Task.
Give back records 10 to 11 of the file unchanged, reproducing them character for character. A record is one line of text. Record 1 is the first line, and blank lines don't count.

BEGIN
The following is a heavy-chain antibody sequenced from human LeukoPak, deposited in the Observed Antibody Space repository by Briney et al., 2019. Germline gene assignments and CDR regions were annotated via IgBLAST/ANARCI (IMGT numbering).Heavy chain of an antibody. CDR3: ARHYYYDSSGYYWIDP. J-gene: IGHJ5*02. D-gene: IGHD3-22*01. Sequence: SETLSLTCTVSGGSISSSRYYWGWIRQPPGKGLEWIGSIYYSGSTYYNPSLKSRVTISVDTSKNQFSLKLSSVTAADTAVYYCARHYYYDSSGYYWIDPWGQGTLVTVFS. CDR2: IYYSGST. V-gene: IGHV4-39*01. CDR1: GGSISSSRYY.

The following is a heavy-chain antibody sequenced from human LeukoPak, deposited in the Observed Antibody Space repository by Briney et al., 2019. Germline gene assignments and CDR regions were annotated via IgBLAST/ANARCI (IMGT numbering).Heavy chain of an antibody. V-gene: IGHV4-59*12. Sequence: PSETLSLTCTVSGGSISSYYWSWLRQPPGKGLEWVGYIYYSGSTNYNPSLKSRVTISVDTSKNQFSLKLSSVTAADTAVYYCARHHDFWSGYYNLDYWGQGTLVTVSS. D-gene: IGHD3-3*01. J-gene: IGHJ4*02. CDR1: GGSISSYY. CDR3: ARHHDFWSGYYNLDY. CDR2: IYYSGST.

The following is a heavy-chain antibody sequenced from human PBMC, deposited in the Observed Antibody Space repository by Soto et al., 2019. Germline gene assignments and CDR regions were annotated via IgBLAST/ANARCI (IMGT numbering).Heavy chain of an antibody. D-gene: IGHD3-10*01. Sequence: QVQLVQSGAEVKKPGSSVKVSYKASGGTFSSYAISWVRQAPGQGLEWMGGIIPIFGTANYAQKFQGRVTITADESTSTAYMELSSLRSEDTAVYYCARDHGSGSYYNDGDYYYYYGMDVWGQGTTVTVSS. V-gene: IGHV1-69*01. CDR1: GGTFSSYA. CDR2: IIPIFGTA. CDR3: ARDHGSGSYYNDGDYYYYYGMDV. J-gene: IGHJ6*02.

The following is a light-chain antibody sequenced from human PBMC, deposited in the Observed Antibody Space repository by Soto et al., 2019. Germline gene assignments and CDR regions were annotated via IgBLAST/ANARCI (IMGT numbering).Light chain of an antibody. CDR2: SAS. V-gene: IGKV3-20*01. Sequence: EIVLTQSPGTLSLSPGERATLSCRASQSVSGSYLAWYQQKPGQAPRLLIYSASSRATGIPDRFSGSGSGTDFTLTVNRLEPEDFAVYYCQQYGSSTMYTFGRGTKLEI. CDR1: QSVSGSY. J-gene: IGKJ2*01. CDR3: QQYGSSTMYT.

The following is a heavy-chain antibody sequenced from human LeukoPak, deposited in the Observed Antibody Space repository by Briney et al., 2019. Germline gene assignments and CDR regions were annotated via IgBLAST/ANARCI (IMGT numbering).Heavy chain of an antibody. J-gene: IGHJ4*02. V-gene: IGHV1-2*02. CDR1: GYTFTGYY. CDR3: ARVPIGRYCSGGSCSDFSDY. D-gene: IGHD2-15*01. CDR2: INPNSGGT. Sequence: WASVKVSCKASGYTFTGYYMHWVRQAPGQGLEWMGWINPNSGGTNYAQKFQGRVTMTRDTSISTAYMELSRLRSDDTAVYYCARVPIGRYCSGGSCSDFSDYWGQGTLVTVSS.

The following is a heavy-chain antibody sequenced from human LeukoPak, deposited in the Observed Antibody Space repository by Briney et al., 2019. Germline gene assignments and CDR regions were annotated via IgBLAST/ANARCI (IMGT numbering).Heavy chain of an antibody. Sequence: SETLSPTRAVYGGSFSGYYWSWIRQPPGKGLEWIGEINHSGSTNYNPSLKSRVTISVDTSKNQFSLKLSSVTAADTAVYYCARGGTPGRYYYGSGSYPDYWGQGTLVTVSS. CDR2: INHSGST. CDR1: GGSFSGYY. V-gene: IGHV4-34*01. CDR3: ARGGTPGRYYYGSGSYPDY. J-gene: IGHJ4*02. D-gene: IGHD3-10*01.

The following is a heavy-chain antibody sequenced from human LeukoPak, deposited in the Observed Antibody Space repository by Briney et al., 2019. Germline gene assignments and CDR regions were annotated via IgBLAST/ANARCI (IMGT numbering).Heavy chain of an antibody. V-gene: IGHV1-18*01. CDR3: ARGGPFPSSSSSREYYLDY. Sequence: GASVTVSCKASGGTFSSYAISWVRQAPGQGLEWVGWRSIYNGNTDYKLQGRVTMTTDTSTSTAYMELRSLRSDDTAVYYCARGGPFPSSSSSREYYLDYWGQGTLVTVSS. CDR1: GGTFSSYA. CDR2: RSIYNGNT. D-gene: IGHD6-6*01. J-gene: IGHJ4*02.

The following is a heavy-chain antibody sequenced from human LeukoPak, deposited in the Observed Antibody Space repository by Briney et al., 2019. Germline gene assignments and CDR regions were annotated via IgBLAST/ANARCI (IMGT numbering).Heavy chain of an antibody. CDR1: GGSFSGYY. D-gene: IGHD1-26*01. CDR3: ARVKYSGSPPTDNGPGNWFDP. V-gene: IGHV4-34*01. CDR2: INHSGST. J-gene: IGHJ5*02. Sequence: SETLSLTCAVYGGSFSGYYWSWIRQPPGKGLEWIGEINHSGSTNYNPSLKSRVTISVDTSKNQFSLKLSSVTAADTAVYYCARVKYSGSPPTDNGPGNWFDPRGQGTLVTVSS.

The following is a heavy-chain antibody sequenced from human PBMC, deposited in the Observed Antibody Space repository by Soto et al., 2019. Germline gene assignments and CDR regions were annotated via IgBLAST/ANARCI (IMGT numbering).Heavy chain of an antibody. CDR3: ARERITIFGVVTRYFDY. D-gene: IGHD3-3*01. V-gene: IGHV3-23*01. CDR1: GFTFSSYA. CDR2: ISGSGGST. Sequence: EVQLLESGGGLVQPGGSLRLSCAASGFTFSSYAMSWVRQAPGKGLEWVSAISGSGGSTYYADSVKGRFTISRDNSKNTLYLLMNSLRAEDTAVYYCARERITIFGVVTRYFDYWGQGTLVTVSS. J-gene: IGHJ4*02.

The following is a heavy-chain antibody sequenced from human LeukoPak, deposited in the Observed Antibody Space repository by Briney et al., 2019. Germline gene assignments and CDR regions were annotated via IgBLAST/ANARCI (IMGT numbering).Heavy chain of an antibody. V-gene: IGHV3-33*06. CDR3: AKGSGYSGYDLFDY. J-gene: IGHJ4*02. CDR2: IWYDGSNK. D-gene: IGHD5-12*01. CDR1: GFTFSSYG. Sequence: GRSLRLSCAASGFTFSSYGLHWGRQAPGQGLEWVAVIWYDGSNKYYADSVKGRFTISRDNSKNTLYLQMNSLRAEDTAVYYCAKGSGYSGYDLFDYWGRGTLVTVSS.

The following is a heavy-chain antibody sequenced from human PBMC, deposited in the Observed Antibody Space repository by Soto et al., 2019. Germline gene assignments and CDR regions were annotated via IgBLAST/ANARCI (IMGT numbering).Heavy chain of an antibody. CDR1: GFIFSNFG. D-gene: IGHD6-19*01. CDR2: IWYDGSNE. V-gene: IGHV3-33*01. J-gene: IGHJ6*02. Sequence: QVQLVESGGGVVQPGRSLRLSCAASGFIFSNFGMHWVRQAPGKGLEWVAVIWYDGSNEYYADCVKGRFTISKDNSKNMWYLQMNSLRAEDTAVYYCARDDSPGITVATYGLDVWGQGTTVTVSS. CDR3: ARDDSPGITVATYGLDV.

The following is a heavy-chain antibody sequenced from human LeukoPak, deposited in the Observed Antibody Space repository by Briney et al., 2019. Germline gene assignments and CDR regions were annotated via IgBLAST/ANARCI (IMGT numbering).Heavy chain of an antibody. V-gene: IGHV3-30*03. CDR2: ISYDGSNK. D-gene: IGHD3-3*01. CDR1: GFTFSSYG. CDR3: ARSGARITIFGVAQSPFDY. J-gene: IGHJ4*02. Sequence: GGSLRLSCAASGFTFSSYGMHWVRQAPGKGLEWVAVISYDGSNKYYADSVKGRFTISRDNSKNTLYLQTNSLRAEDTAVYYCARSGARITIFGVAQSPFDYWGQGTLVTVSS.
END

The following is a heavy-chain antibody sequenced from human LeukoPak, deposited in the Observed Antibody Space repository by Briney et al., 2019. Germline gene assignments and CDR regions were annotated via IgBLAST/ANARCI (IMGT numbering).Heavy chain of an antibody. V-gene: IGHV3-33*06. CDR3: AKGSGYSGYDLFDY. J-gene: IGHJ4*02. CDR2: IWYDGSNK. D-gene: IGHD5-12*01. CDR1: GFTFSSYG. Sequence: GRSLRLSCAASGFTFSSYGLHWGRQAPGQGLEWVAVIWYDGSNKYYADSVKGRFTISRDNSKNTLYLQMNSLRAEDTAVYYCAKGSGYSGYDLFDYWGRGTLVTVSS.

The following is a heavy-chain antibody sequenced from human PBMC, deposited in the Observed Antibody Space repository by Soto et al., 2019. Germline gene assignments and CDR regions were annotated via IgBLAST/ANARCI (IMGT numbering).Heavy chain of an antibody. CDR1: GFIFSNFG. D-gene: IGHD6-19*01. CDR2: IWYDGSNE. V-gene: IGHV3-33*01. J-gene: IGHJ6*02. Sequence: QVQLVESGGGVVQPGRSLRLSCAASGFIFSNFGMHWVRQAPGKGLEWVAVIWYDGSNEYYADCVKGRFTISKDNSKNMWYLQMNSLRAEDTAVYYCARDDSPGITVATYGLDVWGQGTTVTVSS. CDR3: ARDDSPGITVATYGLDV.